Here are a couple of quick examples to drive this home
Portraits (typically shallow depth of field): We have all seen portraits where the background of the subject is completely blurred out. This is referred to as a “shallow” depth of field, and it is created primarily by using a large aperture.
Landscapes (typically large or wide depth of field): Conversely, we have also seen landscapes where everything seems to be in focus. This is referred to as a “large” or “wide” depth of field, and is primarily created by having a small aperture.
Again, try to remember that when you increase the size of the aperture, you decrease the depth of field, and vice versa.
As mentioned previously, when the shutter is open, light reflected through the lens is reflected onto the digital sensor to create an image. But did you know that you can affect the sensitivity of the digital sensor to that light? You can. The scale on which that sensitivity is measured is referred to as “ISO.”
When would you want to increase the ISO? Usually in low-light situations where you are trying to get an exposure without slowing down your shutter speed (to avoid blur) or opening up your aperture (and thereby decreasing your depth of field). Increasing your ISO lets you increase your exposure without changing these other settings. That can really increase your flexibility. One of the awesome things about modern digital cameras is they can go up to ridiculously high ISO values, so this comes into play a lot.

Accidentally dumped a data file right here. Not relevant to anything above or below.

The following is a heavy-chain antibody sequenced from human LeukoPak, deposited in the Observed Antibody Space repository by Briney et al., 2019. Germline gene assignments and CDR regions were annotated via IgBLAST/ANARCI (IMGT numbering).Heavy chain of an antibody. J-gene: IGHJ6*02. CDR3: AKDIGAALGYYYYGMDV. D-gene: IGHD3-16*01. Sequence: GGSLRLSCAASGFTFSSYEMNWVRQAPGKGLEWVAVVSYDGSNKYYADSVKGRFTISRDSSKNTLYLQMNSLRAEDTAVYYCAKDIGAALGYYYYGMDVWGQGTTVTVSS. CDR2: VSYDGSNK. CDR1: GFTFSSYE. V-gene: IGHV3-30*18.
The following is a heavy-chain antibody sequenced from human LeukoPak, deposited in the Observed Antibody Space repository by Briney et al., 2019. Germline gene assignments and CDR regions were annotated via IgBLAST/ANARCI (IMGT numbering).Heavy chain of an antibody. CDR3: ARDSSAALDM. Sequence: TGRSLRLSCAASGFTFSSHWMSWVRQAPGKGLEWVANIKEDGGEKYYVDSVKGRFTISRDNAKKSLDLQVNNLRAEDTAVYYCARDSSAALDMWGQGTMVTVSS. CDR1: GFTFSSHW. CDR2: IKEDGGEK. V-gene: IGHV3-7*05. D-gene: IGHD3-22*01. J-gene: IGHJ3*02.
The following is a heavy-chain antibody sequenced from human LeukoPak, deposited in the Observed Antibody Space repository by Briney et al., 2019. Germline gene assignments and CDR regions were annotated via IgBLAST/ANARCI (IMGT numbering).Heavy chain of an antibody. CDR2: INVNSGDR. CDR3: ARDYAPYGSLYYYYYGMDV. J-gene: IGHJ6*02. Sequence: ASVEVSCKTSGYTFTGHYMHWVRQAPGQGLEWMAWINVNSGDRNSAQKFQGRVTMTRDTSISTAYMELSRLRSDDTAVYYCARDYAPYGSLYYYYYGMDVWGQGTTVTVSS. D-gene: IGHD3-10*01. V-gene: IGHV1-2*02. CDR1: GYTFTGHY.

But there is no free lunch. Increasing the ISO creates artifacts in your picture referred to as “digital noise.” These are random little discolored specs throughout your picture. At low ISO’s, there is usually very little digital noise. The amount of noise increases as you increase the ISO though, and at really high ISO ranges the digital noise will actually ruin your picture.
The trick is to keep the ISO high enough that you have a good exposure without a slow shutter speed or overly wide aperture, while at the same time keeping your ISO low enough to avoid digital noise. It is a balancing act.
Taking Control of Exposure
When you master these three controls – shutter speed, aperture, and ISO – you master your camera. It is just that simple. Really, you could make an argument that everything else on your camera besides these 3 controls are just bells and whistles.
This is why experts are always so keen to get beginners out of Auto mode. But you don’t have to go into Manual mode. Start with Program mode, which will allow you to make changes to the 3 exposure controls with the camera making offsetting adjustments to make sure your exposure is right every time.
In any case, just make sure you understand these controls and try to use them to control exposure. You will find that it really helps you take better pictures.